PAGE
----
The Board of Control for Cricket in India (BCCI) doesn’t have any other way to resist the Lodha panel suggested recommendations. The Supreme Court today has taken a strict action against the board. Today’s verdict stated that BCCI has to implement all the reforms recommended by the Lodha committee.
The SC was dismissing the board’s plea for review of the July 18 verdict. The review petition asked for an open hearing and said some of the reforms were not logical.
SC’s decision to dismiss the plea was taken on November 10, it only came out on Tuesday. A bench of Justices TS Thakur and SA Bobde said, “We have examined the grounds urged in support of the prayer for review. We find no error apparent on the face of the record to warrant a recall of our order dated July 18, 2016. The review petitions are, accordingly, dismissed.”
The cricket board opposed the reforms on the ground of the implementations were impractical and the court did not have the right to interfere in the functioning of a private body. It also claimed that the reform one-state-one-vote would encourage the horse trading and influence the non-cricket states like those in the north-east to promote the horse trading.
The reforms include setting up the age limit of 70 years for the office bearers, barring ministers and bureaucrats from the board’s membership. The court also said a maximum of three terms for BCCI members, each of three years with the caution that there would be a cooling-off period between two terms. On July 18, the SC passed the order to clean up the gibberish from the Indian cricket body.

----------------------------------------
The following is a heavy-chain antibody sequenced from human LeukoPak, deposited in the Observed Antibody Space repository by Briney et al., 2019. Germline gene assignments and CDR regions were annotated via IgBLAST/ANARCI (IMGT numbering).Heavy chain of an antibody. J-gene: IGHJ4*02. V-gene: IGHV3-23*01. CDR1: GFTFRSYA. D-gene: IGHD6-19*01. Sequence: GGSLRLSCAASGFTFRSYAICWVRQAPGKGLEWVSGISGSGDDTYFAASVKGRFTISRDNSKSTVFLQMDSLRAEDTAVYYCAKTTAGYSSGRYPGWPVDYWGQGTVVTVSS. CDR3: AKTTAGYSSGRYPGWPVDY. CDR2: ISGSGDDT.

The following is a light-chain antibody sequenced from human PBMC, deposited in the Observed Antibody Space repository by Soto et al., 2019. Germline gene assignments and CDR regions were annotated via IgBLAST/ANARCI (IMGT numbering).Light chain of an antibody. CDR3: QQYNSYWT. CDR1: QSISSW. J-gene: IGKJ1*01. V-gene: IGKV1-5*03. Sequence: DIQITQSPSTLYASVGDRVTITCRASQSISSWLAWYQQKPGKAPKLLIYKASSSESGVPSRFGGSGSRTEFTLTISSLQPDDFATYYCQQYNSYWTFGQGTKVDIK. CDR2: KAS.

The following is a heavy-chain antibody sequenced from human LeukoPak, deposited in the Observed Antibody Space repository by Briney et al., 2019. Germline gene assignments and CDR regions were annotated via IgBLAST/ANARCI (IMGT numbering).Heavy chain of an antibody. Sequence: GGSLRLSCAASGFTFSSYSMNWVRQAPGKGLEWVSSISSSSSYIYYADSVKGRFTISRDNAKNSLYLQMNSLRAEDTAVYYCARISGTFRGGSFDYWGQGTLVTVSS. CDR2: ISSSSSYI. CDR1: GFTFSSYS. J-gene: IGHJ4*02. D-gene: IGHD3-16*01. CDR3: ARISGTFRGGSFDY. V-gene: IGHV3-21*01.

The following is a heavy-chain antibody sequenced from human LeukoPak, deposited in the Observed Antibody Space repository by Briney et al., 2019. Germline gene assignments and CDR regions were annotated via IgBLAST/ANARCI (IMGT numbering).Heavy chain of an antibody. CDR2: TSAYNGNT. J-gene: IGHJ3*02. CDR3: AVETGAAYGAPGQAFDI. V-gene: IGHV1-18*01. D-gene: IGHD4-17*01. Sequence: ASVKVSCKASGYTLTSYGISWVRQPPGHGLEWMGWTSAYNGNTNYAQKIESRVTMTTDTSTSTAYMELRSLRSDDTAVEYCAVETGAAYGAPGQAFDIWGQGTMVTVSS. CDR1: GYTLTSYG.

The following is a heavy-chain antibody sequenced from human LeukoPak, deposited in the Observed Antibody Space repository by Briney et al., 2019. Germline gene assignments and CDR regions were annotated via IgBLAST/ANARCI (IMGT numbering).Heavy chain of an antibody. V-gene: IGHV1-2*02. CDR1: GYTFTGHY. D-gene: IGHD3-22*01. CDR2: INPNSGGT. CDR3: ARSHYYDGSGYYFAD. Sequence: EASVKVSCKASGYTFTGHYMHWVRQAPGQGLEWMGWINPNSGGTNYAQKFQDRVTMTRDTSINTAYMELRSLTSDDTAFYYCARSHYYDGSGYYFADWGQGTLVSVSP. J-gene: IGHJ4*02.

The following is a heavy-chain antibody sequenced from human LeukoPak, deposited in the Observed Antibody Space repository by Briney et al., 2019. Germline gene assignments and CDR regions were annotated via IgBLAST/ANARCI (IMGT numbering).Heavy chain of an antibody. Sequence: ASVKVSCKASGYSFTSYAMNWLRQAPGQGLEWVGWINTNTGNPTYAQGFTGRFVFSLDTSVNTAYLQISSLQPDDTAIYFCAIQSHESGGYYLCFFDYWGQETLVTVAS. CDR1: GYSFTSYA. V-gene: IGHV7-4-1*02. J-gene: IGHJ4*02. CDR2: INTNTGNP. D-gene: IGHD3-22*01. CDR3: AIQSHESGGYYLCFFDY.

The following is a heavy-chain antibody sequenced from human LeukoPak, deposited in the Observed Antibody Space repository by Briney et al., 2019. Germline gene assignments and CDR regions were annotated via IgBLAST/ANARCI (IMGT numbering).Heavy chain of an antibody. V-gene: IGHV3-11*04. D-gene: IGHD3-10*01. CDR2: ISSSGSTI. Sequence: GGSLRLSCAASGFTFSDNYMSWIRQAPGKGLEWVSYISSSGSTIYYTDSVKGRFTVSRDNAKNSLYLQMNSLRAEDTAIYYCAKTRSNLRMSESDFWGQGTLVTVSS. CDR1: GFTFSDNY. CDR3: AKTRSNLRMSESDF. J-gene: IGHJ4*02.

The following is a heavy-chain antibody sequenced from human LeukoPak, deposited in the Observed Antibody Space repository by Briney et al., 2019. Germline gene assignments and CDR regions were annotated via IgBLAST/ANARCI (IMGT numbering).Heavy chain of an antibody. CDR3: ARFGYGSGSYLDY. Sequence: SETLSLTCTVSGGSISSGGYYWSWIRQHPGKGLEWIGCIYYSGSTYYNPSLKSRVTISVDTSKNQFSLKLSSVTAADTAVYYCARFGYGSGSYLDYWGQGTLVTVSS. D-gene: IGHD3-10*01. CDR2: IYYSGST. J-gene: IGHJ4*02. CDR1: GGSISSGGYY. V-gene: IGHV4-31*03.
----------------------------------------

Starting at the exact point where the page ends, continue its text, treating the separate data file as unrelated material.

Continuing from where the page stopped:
BCCI was not happy with the order and it filed review petitions asking the SC to reexamine the order. Generally, the bench in chamber decided the review petitions without giving an opportunity to par ties to argue the case. However, the court dismissed BCCI’s review petition.
The court said on banning the ministers and bureaucrats, “Nothing which is not due to the game and is not legitimate need be done by any minister or civil servant. But we have no manner of doubt that what is legitimately due to the game will not be denied to the game merely because ministers or civil servants do not happen to be office bearers. We know that there may be an overwhelming number of ministers and bureaucrats who are passionate about the game and would like to do everything that is legally permissible and reasonably possible.”
The apex court ordered that if any member of BCCI would become a minister or acquiring membership of any other sports body then the member would lose the membership. In its 143-page report, the court alleged that BCCI might be a private body but it could not claim a fundamental right under 19(1)(c) to administrate a sport.